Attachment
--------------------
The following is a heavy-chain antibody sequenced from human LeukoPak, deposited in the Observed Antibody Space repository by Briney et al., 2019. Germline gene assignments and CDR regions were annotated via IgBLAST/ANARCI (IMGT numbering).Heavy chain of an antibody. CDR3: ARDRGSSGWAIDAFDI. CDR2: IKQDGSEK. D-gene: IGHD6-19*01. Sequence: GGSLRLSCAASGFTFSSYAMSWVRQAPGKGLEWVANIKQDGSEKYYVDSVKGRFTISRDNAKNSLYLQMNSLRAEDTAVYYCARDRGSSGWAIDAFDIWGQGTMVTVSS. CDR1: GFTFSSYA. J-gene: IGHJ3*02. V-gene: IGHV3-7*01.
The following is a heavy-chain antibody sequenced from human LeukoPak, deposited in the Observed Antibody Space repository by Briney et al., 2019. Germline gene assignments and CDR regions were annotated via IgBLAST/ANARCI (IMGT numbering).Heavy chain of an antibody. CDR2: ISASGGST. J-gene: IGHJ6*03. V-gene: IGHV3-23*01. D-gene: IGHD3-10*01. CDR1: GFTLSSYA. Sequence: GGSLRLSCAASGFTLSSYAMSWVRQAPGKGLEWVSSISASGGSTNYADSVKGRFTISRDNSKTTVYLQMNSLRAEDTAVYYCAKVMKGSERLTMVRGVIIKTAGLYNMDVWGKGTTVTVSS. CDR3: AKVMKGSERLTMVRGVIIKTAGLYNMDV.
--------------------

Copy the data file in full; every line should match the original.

The following is a heavy-chain antibody sequenced from human LeukoPak, deposited in the Observed Antibody Space repository by Briney et al., 2019. Germline gene assignments and CDR regions were annotated via IgBLAST/ANARCI (IMGT numbering).Heavy chain of an antibody. CDR3: ARDRGSSGWAIDAFDI. CDR2: IKQDGSEK. D-gene: IGHD6-19*01. Sequence: GGSLRLSCAASGFTFSSYAMSWVRQAPGKGLEWVANIKQDGSEKYYVDSVKGRFTISRDNAKNSLYLQMNSLRAEDTAVYYCARDRGSSGWAIDAFDIWGQGTMVTVSS. CDR1: GFTFSSYA. J-gene: IGHJ3*02. V-gene: IGHV3-7*01.
The following is a heavy-chain antibody sequenced from human LeukoPak, deposited in the Observed Antibody Space repository by Briney et al., 2019. Germline gene assignments and CDR regions were annotated via IgBLAST/ANARCI (IMGT numbering).Heavy chain of an antibody. CDR2: ISASGGST. J-gene: IGHJ6*03. V-gene: IGHV3-23*01. D-gene: IGHD3-10*01. CDR1: GFTLSSYA. Sequence: GGSLRLSCAASGFTLSSYAMSWVRQAPGKGLEWVSSISASGGSTNYADSVKGRFTISRDNSKTTVYLQMNSLRAEDTAVYYCAKVMKGSERLTMVRGVIIKTAGLYNMDVWGKGTTVTVSS. CDR3: AKVMKGSERLTMVRGVIIKTAGLYNMDV.